View Original Notice ? Inman: 49ers going deeper into NFC playoffs with relentless mentality
GREEN BAY, Wisc. — Advancing to the NFC Championship Game, and doing so with a walk-off win in the snow at Lambeau Field, shouldn’t really surprise anyone anymore about these 49ers.
Count on them for drama. Highs. Lows. Unlikely heroes. Clutch stars. Down-to-the-absolute-wire finishes.
Elimination games? Pfft. Two wins to go for that sixth Lombardi Trophy. It’s been 27 years since they won it all, before half this roster was even born.
Before getting too far ahead of ourselves (again), a look back at Saturday night’s 13-10 divisional win over Green Bay:
— Jordan Willis, despite his heroic block of a fourth-quarter punt, wasn’t among the 49ers brought into the media room for postgame interviews. He wasn’t muted, necessarily. In the locker room, after being awarded the ceremonial game ball by coach Kyle Shanahan, Willis was egged on by teammates to give a speech. He replied: “We’ve been through a lot this year, and we kept battling, so let’s keep going.” The crowd went wild.
— Willis is 6-foot-4. He has an 80-inch wingspan, according to his 2017 pre-draft file. He used that length and blocked the punt with his left hand. But, first, he overpowered the long snapper to close in on that season-saving swat.
— “I think we ain’t done yet. I think we ain’t done yet.” — linebacker Fred Warner, in breaking down the locker room’s huddle.
— Still think Jimmy Garoppolo is done with the 49ers? Think again. His influence on this franchise isn’t summed up by an end-of-the-world-again interception. His ability to lead end-of-the-game scoring drives is a gift, that keeps on giving the 49ers another game.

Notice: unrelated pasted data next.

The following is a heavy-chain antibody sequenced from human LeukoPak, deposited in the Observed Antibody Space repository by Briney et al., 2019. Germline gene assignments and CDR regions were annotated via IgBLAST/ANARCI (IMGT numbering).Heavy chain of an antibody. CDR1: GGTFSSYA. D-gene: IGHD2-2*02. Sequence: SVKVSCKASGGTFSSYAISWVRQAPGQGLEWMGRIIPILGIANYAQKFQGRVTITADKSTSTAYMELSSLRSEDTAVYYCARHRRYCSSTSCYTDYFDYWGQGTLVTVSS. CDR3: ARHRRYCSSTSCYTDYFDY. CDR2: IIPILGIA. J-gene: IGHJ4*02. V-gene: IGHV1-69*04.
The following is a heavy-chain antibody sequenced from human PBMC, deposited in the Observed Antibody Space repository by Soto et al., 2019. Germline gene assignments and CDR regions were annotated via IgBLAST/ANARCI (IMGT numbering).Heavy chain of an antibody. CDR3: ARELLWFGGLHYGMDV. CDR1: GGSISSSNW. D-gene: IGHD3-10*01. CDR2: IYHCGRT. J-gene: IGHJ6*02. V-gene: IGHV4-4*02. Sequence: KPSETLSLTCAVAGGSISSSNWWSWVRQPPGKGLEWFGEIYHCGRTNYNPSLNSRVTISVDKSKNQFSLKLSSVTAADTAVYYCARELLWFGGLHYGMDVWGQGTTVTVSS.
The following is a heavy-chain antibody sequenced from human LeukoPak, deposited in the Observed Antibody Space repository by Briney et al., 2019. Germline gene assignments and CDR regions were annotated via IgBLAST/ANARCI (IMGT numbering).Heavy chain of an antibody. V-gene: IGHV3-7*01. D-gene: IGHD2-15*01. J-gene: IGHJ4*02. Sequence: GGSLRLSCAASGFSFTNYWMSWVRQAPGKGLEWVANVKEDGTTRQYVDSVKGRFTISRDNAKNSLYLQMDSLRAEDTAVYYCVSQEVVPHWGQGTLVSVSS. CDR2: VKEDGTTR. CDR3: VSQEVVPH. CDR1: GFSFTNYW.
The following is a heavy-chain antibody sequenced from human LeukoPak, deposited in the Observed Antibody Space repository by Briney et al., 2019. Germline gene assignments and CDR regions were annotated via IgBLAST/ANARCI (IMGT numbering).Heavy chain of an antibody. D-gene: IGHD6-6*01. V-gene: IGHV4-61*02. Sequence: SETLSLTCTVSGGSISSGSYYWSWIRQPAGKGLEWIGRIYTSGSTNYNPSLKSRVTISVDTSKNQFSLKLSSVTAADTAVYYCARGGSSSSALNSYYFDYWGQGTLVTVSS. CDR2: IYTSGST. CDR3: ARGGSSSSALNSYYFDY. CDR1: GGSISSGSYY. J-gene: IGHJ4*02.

— This sums up the locker room’s feelings for Garoppolo: “Honestly I’m impressed with his demeanor as a leader. A lot of people give him crap or whatever, but he’s as cool and collected as a quarterback that I’ve ever had, and he is the perfect guy to lead us to where we need to go.” — Nick Bosa.
— Nobody has quarterbacked more games for Shanahan than Garoppolo (35-15). “I don’t think people understand what that’s kinda like out there.” – Shanahan. (Trey Lance may not understand, either. He didn’t take a snap for his 13th game, nor should he have.)
— The last time the 49ers blocked a postseason punt: Spencer Tillman for the 1989 team’s divisional-round win over Minnesota, en route to the franchise’s fourth Super Bowl win.
— The 49ers reached the final four for the 15th time since 1980. That’s tied with the Patriots for the most in the NFL.
— Was Saturday’s winner the biggest kick in Robbie Gould’s career? In the playoffs, in the snow, in Lambeau, from 45 yards? He surprisingly told me it’s not. He flashed back to the second season of his 17-year career: a 49-yard field goal in overtime lifted the 2006 Chicago Bears to a divisional win in their playoff opener against Seattle, en route to the Super Bowl.
“Chicago hadn’t won a playoff game in 11 years, so that being my first game-winning playoff kick, it’s probably my biggest,” Gould told me outside the media room. “Just because I was young and kind of calmed myself down, because I didn’t know what was going on. As you get going, experience helps you in situations like this.”
— Twenty years ago, I covered another 45-yard field goal in the snow of a divisional playoff game, that being Adam Vinatieri’s kick, five snaps after the “Tuck Rule” kept alive the New England Patriots’ rally against the Raiders, who then fell in overtime on Vinatieri’s 23-yard encore.